Rick Darlington is the head coach at Apopka High School in Florida, and his record there as 151–39. Rick said he adopted the single wing as he entered a season without a QB – someone said “you should run the single wing!” I guess he had to Google it to find out what it was.
If you like what you see here, make sure you head over to Rick’s site and consider purchasing his materials. He has extensive videos along with voiceovers showing more details of the play diagrams and line calls.
This second article is on Rick’s run-pass option game (RPO) series.
Why Do Run Pass Options?
Rick incorporated the RPO initially for a reason I’ve never heard before: it helped their defense get better during their best-on-best practice. Running just single-wing plays didn’t help their defense enough in terms of recognition, assignment conflicts, and pass defense.
The quarterback is going to make his decision off of one defender, and this decision is made after the snap. The goal is to make aggressive run defenders more apprehensive. Their fundamental approach is to block level 1 defenders (defensive line), then read level 2 (LBs) or level 3 (safety).
Coach Darlington’s advice is to build RPOs off of your own run schemes, not somebody else’s. So while the specific base plays he uses in his RPO game may not fit well, perhaps some of the concepts will.
Building the RPO Package
I’ve already covered his single wing power running game which uses numbers to identify the run plays. In his non-single-wing formations, he uses words to call the run plays. Single syllable words are strong-side plays, two syllable words are weak-side plays. And, I think the biggest difference between his single-wing formation and non-SW is the presence of a blocking back.
|Code Name||Run Play|
|DUCK||QB Buck Sweep|
Next, he will attach an RPO tag to the base play. His tags, routes, and reads are:
|SLASH||Backside Slants (1 or 2)||Backside LB|
|STAB||Frontside Slants (1 or 2)||Force player|
|BROOM||3 Hitch, 2 Bubble||LB|
|RAKE||3 Bubble, 2 Hitch||LB|
|KNIFE||5 Step Out||DE|
|NAIL||Now screen||Pre-snap read, outside receiver backside|
|HAMMER||Bubble screen||Force player|
Finally, there are two more tags they use to constrain the play:
- TURF – Run the ball no matter what
- AIR – Throw the ball no matter what
Slash – Backside (Weak) Example
Let’s look at the Slash tag and read first for an example. Imagine you are running a standard Shotgun Wing-T Right formation (TE right, WB right, TB left). The QB is going to read the weak inside linebacker as he receives the snap. Is he flowing with the play (reading guards or reading the tailback flow)? If so, that is his trigger to throw the slant to the backside. He would at least have a split end to the backside, might also have a second receiver in a slot position. Next, he looks for the open window by reading the next outside LB (who might actually be a safety).
On the other hand, if the weak LB hesitates and stays home, then the QB would hand the ball off. It shouldn’t be as important to block this player now.
Strong Side RPO Example
Let’s look at the Stab tag next, where we read the strong-side force player. Does he come up to defend run, or does he drop into coverage? You might run this with an end-over formation to give at least one split player on the strong-side for the slant. If you are running shotgun Wing-T, you might also put the slot out to the strong side. I think it would be easiest for the QB to just read inside to outside on the slants once he makes the decision to throw. One common opportunity to exploit here would be the TE on a LB blitz. The TE runs a 1 step slant (almost like a post) and when the LB vacates with a blitz, it looks almost like a pop pass and can go for a lot of yards.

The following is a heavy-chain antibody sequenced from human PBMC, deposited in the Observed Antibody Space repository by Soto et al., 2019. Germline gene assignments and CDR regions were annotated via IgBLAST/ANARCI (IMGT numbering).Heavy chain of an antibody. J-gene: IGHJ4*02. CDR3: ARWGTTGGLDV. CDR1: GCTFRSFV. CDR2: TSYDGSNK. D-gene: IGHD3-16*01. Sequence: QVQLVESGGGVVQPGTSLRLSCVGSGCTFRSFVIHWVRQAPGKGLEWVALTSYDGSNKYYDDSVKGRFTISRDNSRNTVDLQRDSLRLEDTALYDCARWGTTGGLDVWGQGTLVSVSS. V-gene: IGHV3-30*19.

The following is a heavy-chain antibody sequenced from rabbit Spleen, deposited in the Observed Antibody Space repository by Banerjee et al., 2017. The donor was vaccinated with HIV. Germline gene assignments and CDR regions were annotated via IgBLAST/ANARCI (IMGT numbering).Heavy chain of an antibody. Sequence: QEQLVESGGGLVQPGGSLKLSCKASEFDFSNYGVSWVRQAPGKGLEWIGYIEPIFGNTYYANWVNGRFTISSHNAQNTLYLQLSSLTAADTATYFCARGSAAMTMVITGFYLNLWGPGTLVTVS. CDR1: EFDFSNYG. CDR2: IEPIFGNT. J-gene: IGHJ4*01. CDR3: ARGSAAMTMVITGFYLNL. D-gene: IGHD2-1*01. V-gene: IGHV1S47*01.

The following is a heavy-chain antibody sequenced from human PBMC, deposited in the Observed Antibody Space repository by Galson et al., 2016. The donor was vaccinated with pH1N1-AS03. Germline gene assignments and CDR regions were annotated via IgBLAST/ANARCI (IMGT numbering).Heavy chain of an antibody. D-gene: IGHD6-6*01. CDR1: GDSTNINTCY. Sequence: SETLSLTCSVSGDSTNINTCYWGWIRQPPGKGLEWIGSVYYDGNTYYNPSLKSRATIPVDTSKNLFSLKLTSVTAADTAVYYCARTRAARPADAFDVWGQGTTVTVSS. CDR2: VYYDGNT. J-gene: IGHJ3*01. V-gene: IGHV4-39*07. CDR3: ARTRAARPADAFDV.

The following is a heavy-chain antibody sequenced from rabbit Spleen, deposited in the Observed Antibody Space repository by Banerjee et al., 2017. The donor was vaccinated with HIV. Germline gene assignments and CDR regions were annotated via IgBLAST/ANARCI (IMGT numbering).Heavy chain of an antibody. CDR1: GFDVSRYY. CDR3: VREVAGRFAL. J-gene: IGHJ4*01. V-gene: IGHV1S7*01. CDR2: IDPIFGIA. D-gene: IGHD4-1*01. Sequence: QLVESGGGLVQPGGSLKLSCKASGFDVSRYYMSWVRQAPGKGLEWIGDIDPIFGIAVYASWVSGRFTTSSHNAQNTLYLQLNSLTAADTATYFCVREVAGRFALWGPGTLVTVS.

Bubble Screen (Hammer) Example
The QB is reading the force player, and you may want to run this from trips to the strong side. So perhaps “DUCK HAMMER” call (QB buck sweep, bubble screen). The inside receiver (#3) is running the bubble, the #1 and #2 are stalking to block the bubble. QB reads the force player – if he goes out with the bubble, keep the ball and run buck sweep. Otherwise throw the bubble.
Five Step Out Power Shovel (Jeff Knife) Example
This is a designed sprint out run / pass play that looks similar to a triple option. It is blocked like power with the back-side guard skip pulling and leading. The QB is sprinting out to the power side and reading the DE. The receiver (you might run this end-over, or to a split-end side without a TE) runs an out putting the force player in conflict as the QB sprints out. The back-side slot or wing is running a shovel pass route. On the fifth step, the QB must make the decision to throw the out, keep the ball, or toss the shovel pass (which ends up flowing like power). If he’s tossing the shovel, that means the DE and force player were taken out of the play so did not need to be blocked.
A few ideas to consider. This is based on Rick’s advice, as well as things I’ve heard from other clinics. Haven’t done RPO myself yet, might do it this coming season.
- Ball needs to come out quickly to avoid illegal man downfield. This is a quick passing game.
- Start by matching logical passing concepts that match up well with your best 2 or 3 running plays. You may not need a lot of variation or different passing options, because just the presence of the option might create enough conflict to open up your running game or give some big hits in the passing game.
- When in doubt, run the ball. Your QB should understand this.
- … that said, don’t be overly critical when your QB makes a poor read. Second guessing from the sideline is akin to fans second guessing the coach! That said, you’ll need to incorporate constructive feedback mechanisms to coach him up.